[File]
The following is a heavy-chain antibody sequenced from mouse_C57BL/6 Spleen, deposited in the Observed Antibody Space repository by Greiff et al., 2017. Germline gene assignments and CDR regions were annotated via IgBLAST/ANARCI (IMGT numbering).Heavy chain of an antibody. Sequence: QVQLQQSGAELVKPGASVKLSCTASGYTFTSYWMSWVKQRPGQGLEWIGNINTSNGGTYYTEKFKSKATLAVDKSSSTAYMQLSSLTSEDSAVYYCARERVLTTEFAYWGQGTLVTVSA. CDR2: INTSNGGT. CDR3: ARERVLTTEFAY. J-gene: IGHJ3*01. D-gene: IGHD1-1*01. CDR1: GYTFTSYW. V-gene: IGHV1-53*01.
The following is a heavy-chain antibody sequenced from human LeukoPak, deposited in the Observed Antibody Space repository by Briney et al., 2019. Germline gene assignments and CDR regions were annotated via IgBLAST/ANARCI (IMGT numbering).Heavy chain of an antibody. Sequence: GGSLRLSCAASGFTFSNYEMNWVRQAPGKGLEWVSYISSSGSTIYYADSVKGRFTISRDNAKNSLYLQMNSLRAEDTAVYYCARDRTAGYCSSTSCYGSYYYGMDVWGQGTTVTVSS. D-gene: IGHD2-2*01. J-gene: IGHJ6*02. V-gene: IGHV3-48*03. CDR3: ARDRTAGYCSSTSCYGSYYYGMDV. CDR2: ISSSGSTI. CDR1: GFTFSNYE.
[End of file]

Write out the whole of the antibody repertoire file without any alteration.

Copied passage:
The following is a heavy-chain antibody sequenced from mouse_C57BL/6 Spleen, deposited in the Observed Antibody Space repository by Greiff et al., 2017. Germline gene assignments and CDR regions were annotated via IgBLAST/ANARCI (IMGT numbering).Heavy chain of an antibody. Sequence: QVQLQQSGAELVKPGASVKLSCTASGYTFTSYWMSWVKQRPGQGLEWIGNINTSNGGTYYTEKFKSKATLAVDKSSSTAYMQLSSLTSEDSAVYYCARERVLTTEFAYWGQGTLVTVSA. CDR2: INTSNGGT. CDR3: ARERVLTTEFAY. J-gene: IGHJ3*01. D-gene: IGHD1-1*01. CDR1: GYTFTSYW. V-gene: IGHV1-53*01.
The following is a heavy-chain antibody sequenced from human LeukoPak, deposited in the Observed Antibody Space repository by Briney et al., 2019. Germline gene assignments and CDR regions were annotated via IgBLAST/ANARCI (IMGT numbering).Heavy chain of an antibody. Sequence: GGSLRLSCAASGFTFSNYEMNWVRQAPGKGLEWVSYISSSGSTIYYADSVKGRFTISRDNAKNSLYLQMNSLRAEDTAVYYCARDRTAGYCSSTSCYGSYYYGMDVWGQGTTVTVSS. D-gene: IGHD2-2*01. J-gene: IGHJ6*02. V-gene: IGHV3-48*03. CDR3: ARDRTAGYCSSTSCYGSYYYGMDV. CDR2: ISSSGSTI. CDR1: GFTFSNYE.